The practice and doctrine of indulgences is specific to Roman Catholicism. In Roman Catholic theology, an indulgence is the remission of temporal punishment due to a sin granted by the Roman Catholic Church. Disagreement over the doctrine of indulgences was one of the main reasons for the Reformation and formation of Protestant churches.
The word indulgence (Latin indulgentia, from indulgeo, to be kind or tender) originally meant kindness or favor; in post-classic Latin it came to mean the remission of a tax or debt. In Roman law and in the Vulgate of the Old Testament (Isaiah 61:1) it was used to express release from captivity or punishment. In theological language also the word is sometimes employed in its primary sense to signify the kindness and mercy of God. But in the special sense in which we are speaking here, an indulgence is a remission of the temporal punishment due to sin, the guilt of which has been forgiven. Some of the terms used in the past were pax, remissio, donatio, condonatio.
Roman Catholic teaching regarding indulgencesEdit
Jesus taught us that nothing unclean goes before the Father. Therefore, it is the teaching of the Roman Catholic Church that those who die in a state of venial sin are cleansed in purgatory. Those in purgatory are assured a place in heaven once their time in purgatory is completed.
An indulgence is an extra-sacramental remission of punishment (less or no time in purgatory) for sins already confessed and forgiven. In other words, to be eligible to receive an indulgence for a specific transgression one must have already made a sincere confession. The most common indulgence is penance, where a priest gives a person an assignment after he confesses (for example, say 10 Hail Mary's, or say the Rosary twice). Another indulgence may be offered by a Pope or Bishop for those who make a pilgrimage to a holy site or shrine on a specific day.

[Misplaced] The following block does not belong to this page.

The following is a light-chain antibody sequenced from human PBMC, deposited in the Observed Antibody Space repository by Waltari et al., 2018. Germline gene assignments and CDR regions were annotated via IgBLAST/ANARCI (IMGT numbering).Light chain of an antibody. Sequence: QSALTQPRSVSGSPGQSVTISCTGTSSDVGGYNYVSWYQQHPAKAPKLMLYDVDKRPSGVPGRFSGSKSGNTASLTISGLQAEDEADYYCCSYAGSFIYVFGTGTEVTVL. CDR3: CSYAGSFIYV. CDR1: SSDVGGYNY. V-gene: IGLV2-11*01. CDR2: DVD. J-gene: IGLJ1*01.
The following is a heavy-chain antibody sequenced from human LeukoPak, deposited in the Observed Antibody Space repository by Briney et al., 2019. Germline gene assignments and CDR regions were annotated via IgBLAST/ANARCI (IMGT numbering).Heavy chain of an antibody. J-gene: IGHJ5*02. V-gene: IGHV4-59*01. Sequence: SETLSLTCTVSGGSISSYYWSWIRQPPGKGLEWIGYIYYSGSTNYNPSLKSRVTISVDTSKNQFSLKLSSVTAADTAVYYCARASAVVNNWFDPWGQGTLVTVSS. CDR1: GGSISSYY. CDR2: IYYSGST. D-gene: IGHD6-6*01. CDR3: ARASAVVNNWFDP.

Protestant teaching regarding indulgencesEdit
Protestant churches reject the notions of the existence of venial sins, purgatory and therefore indulgences. In general, they teach that once a person has repented of sins and trusted in Jesus, all sins have been forgiven and all punishment taken already by Jesus on the cross. Because of this, there is no such place or thing as purgatory; only Heaven or Hell.
Throughout history there has widespread confusion about the nature of this practice and its limits; and as such there have been abuses of this practice.
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